Bonneville Numbers

Klickrolf

Active Member
#31
Idaho needs to reconsider Dworshak Dam. The North Fork was the major producer of what today we call B-run fish. Removal of that Dam would do more for wild B-run fish than anything else, even more than removing lower Snake river dams. Ok, I admit I have an opinion and could be wrong about some of that (lower Snake R. dams). The Ahsahka hatchery doesn't help either.
 

Smalma

Active Member
#32
JS-
The current 2017 A-run wild steelhead run has been downgraded from a preseason forecast of 33,000 to 21,000. That update run size is less than 2/3 of the preseason forecast. Assuming that a significant downgrade is likely due to lower than expected marine survival of the smolts. If indeed that is the cast that does not bode well for the 2018 B-run whose smolts went to sea as this years A-run steelhead.

The higher water this spring should have helped more smolts in surviving their journey down the river to the salt(fish that will return as A-runs in 2018 and B-runs in 2019). Of course that is only part of the story; the real driver will likely be the ocean conditions that smolts will find. Indications that at least for coho and Chinook the oceans conditions this spring was not good.

Fingers crossed that those smolts find better conditions and we see better conditions for a decade or so. However the wild B-runs don't seem to have much of a cushion and maybe in a tough place if things don't improve soon.

Curt
 
Likes: JS

JS

Active Member
#33
JS-
The current 2017 A-run wild steelhead run has been downgraded from a preseason forecast of 33,000 to 21,000. That update run size is less than 2/3 of the preseason forecast. Assuming that a significant downgrade is likely due to lower than expected marine survival of the smolts. If indeed that is the cast that does not bode well for the 2018 B-run whose smolts went to sea as this years A-run steelhead.

The higher water this spring should have helped more smolts in surviving their journey down the river to the salt(fish that will return as A-runs in 2018 and B-runs in 2019). Of course that is only part of the story; the real driver will likely be the ocean conditions that smolts will find. Indications that at least for coho and Chinook the oceans conditions this spring was not good.

Fingers crossed that those smolts find better conditions and we see better conditions for a decade or so. However the wild B-runs don't seem to have much of a cushion and maybe in a tough place if things don't improve soon.

Curt
Thanks for the information, Curt. I really value your contributions to this site, and I know others do as well.

So am I ignorant to be optimistic that ocean conditions look to be on a favorable swing lately? Or at least have moved away from the peril of the Blob?



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Smalma

Active Member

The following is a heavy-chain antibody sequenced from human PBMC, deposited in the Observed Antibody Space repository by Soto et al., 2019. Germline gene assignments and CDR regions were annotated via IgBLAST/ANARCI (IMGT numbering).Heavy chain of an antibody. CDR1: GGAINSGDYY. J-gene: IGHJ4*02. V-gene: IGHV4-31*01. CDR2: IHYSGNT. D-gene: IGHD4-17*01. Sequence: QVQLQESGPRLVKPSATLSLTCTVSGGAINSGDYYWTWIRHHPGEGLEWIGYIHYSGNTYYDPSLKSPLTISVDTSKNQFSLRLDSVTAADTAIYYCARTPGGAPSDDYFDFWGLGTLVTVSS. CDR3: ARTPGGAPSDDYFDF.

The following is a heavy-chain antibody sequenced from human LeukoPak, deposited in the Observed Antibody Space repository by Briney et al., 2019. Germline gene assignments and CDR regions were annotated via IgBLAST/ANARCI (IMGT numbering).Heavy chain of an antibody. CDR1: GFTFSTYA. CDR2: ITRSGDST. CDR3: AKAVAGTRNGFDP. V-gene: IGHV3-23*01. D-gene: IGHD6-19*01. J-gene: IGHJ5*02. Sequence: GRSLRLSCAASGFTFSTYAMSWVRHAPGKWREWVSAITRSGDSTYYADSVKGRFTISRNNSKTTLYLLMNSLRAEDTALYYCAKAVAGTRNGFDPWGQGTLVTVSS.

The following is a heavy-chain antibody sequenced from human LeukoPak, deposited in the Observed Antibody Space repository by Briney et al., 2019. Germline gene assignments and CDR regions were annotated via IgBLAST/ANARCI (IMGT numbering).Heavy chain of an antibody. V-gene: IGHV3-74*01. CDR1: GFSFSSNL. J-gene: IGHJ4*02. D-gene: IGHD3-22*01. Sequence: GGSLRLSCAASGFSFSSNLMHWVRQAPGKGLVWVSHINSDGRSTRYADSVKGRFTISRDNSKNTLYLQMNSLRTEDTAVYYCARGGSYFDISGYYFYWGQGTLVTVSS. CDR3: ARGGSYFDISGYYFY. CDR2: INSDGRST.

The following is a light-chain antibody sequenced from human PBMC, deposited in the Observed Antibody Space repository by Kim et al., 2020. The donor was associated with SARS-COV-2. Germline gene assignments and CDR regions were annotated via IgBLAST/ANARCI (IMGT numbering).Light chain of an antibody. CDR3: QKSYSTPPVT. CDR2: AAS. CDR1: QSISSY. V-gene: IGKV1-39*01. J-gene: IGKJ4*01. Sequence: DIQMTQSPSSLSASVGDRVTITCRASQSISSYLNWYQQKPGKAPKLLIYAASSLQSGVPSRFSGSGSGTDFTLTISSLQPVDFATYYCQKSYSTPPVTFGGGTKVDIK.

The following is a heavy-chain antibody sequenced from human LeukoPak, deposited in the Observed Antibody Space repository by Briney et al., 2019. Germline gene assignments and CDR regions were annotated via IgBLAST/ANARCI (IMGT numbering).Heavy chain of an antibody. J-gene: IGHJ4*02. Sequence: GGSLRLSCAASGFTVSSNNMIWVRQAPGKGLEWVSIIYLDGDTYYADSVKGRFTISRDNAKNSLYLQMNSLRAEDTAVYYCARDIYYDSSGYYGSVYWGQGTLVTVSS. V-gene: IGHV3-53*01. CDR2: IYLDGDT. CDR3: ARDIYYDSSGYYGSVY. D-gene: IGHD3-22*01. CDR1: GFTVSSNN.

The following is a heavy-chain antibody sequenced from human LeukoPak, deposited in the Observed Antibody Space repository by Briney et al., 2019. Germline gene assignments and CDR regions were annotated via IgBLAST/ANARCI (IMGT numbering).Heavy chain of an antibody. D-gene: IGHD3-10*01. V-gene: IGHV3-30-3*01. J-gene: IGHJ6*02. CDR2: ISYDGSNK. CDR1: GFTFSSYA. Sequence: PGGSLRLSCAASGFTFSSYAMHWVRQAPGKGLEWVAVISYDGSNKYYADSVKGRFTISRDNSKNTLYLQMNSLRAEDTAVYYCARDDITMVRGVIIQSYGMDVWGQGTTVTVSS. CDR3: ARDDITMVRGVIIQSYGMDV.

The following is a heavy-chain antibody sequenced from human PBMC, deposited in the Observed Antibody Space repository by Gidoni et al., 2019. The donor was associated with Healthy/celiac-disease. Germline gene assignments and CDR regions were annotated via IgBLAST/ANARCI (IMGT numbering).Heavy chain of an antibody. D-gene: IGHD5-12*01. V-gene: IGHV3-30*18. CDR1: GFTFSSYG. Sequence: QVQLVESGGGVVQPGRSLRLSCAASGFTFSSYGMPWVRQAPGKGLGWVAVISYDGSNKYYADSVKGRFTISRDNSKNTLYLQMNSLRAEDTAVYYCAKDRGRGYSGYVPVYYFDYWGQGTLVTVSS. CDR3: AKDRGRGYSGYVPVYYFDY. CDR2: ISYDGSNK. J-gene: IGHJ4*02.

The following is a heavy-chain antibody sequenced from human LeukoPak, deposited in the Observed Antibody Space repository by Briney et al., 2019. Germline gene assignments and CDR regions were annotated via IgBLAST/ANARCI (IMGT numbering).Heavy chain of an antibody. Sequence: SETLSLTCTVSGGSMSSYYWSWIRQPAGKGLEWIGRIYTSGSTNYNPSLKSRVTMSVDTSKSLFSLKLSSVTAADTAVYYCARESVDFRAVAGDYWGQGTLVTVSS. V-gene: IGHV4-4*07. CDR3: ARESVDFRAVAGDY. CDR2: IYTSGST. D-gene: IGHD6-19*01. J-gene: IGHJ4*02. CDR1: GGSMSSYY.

#34
JS

Anglers by our very nature tend to optimistic; we expect to catch fish. That is doubly so for steelhead anglers. So no you are not ignorant to be optimistic but at the same time we have to temper out optimistic hopes with some reality.

Curt
 

JS

Active Member
#35
Fair enough, Curt.

What's the play then? As anglers watching this happen, is there anything to be done?

I'm not being crass. If these fish are really going to disappear before our eyes I'd feel better giving my effort to something proactive. Habitat restoration is the only conservation effort that I have made, excluding evangelism, neither has done jack for us thus far.




I'm still optimistic; maybe hopelessly.


Sent from my iPhone using Tapatalk Pro
 
#36
JS

Anglers by our very nature tend to optimistic; we expect to catch fish. That is doubly so for steelhead anglers. So no you are not ignorant to be optimistic but at the same time we have to temper out optimistic hopes with some reality.

Curt
Are you saying that science is saying:

We don't know if ocean conditions are really better

The ocean conditions look better but the effects are unknown

Ocean conditions still suck?

I'm under the impression that the warm blob has disintegrated and ocean conditions are more favorable. Hope that leads to more healthy returns! I do realize that is dependent on smolts actually making it out there in the first place.
 
Likes: JS

TomB

Active Member
#38
Curt, as always, brings up great points and a sobering scientific assessment of where things stand. In the midst of the doom and gloom I should mention that PIT tag data on a few populations I am familiar with suggests that 2016 outmigrant marine survival was substantially better than 2015. Crossing my fingers that applies to the B-run next year and that this year was even better.
 

Smalma

Active Member
#39
Tom -
Thanks much for contributing that survival information. I freely admit that I'm ignore on many of the nuances of Columbia steelhead and the data available to track what is happen (one of the few upsides of all those dams!).

Hopefully the recent and future smolts are/will a productive ocean.

Have any info on the wild smolt numbers? If I recall correctly the B-run wild fish have quite a few older smolts (3 year-olds?), if so are we still seeing the effects of the 2015 drought?

Curt
 
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Shad

Active Member
#40
Forecasts favored a return to El Nino by the end of this summer. We need to be hoping that doesn't happen. So far, the PDO has been headed downward all summer, which is good news for anadromous salmonids. Lets keep that negative PDO working, so we might have good fishing again in a couple years!
 
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